The home at 5917 85th Ave. became the focus of community attention recently when the house father got into a scuffle with three boys assigned to that home by juvenile services, who had come home drunk on a Friday night.
Louis Talbot, the house father said one of the youths refused repeatedly to turn down the stereo and began using foul language to him. The youth also started playing with the family's telephone while Talbot's wife was talking on another extension.
When the youth raised his hand as if to punch him, Talbot said he hit the boy in the jaw and got him in a headlock on the floor.
Talbot said one of the other youths who had been drinking pushed over a plant with a lamp and a third youth picked up a knife, but was prevented from using it by a counselor who arrived at the house to help Talbot.
"There are going to be problems," said Raymond McKane, regional supervisor of Prince Georges' juvenile homes. "The very fact that you are dealing with kids who need to be straightened out means there will be some problems."
Foster homes "are an improvement over what we had previously," he said, referring to training schools and other types of detention centers.
Some officials saw some advantages to at least having training schools and detention centers they could hold out as a threat to these children in the foster homes and group homes.
In those days, said Montgomery County's Chief Juvenile Judge Douglas Moore, a judge could tell a youth with authority that "you will go to a group home and behave."
Family Homes is run by Stanley Levy, a former land developer from New Carrollton who began acquiring homes in 1972. His own home at 7300 Gavin St., was the first "family home."
Levy has since acquired five homes of his own, which he rents to his corporation. Juvenile Services pay up to $600 a month for the care of each child housed in one of the Levy homes.
Levy said he takes his salary from any funds from juvenile services left over in the corporation's bank account at the end of year. His salary is never more than $16,000, he said.
Levy sets up married couples in the homes, pays for their food and utilities and offers them a salary ranging from $50 to $75 a week to care for as many as eight youths. The foster parents are usually not trained in youth counseling but have to be, according to Levy, "giving sort of people."
Both Levy and the foster parents say that the community opposition to the homes has often been unfair and even outrageous.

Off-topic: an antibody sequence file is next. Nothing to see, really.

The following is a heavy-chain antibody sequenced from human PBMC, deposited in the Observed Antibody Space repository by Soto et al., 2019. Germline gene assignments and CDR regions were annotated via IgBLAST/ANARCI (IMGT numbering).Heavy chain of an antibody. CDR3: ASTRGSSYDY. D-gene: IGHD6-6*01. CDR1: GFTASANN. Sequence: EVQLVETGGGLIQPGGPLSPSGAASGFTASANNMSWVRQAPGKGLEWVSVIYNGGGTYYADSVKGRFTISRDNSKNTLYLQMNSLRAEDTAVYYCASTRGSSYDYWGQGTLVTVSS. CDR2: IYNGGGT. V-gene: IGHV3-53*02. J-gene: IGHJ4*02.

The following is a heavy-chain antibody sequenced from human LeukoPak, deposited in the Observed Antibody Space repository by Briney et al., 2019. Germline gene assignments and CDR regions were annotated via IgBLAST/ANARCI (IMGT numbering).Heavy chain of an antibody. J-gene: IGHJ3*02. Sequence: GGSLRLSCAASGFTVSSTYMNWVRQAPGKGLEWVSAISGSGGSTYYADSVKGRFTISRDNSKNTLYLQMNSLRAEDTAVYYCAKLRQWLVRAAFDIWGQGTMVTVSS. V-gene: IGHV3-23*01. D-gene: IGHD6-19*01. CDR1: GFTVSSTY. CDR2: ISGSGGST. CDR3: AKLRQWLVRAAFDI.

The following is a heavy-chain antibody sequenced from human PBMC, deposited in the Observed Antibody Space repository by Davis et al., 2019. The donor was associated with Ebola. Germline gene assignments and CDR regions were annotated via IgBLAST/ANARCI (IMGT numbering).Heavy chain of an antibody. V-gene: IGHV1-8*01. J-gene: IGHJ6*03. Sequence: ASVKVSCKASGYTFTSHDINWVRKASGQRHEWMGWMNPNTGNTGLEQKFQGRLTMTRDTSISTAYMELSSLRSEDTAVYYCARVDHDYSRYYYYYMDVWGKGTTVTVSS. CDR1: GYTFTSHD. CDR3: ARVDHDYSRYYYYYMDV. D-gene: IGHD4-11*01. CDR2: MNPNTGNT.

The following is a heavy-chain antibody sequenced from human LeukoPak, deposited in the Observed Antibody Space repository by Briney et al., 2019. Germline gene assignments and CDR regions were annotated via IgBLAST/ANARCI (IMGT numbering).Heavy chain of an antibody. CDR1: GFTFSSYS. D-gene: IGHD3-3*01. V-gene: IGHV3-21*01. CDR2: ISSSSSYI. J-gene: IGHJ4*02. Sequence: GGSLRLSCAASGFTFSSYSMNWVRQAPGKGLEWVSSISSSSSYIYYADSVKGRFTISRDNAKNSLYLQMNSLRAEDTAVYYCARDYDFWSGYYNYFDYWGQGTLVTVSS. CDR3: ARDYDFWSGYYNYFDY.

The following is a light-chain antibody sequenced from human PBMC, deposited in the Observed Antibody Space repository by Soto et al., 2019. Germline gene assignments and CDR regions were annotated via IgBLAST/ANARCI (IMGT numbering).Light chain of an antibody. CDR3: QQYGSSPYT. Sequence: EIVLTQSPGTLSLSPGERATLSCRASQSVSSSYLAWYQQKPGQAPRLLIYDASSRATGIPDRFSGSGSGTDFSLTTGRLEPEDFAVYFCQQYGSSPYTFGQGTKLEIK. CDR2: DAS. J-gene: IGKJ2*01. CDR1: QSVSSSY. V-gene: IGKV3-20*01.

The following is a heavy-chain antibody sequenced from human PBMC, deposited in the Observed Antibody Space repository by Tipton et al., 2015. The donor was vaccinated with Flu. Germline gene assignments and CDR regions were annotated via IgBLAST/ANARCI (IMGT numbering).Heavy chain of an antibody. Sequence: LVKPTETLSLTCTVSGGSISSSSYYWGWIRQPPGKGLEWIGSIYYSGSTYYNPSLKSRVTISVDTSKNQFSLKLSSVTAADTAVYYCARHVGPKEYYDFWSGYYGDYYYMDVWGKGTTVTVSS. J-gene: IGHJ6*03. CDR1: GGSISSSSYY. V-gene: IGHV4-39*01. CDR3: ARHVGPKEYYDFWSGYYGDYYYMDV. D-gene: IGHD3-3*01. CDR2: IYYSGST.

Talbot, for example, recalled how a neighbor had asked him recently when he planned to close his windows and turn on the air conditioning for the summer. "My neighbor complained he could hear all of us talking at the dinner table at night." The Talbots had eight boys living with them at that time.
At the other end of the spectrum of juvenile homes is Karma Academy in Rockville, which places the youths in a far more structured atmosphere than a foster home.
Youngsters at Karma's two facilities in Montgomery receive daily therapy from trained psychologists, usually over a one-year period. The boys must shave their hair off like military recruits when they come to the home and the girls are not permitted to wear make-up when they first come to the home.
It's all part of an effort to help the youths change the self image they have -- often a poor one -- before they come to the home, according to Karma's director, Jack Merwin.
"A group home is a kind of holding facility implying that the youth's problem is outside himself and that if taken out of his home, he will function better," Merwin said. Youths at Karma, he added, "are in dire need of a serious change in their personal life style."
Youths with drug problems are often sent by the court to Karma facilities.
Montgomery County homes receive a subsidy from the county as well as from the state department of juvenile services, unlike Prince Georges homes that only receive state money. "We just don't have as much money as Montgomery County," said a spokesman for Prince George's County Executive Winfield M. Kelly Jr.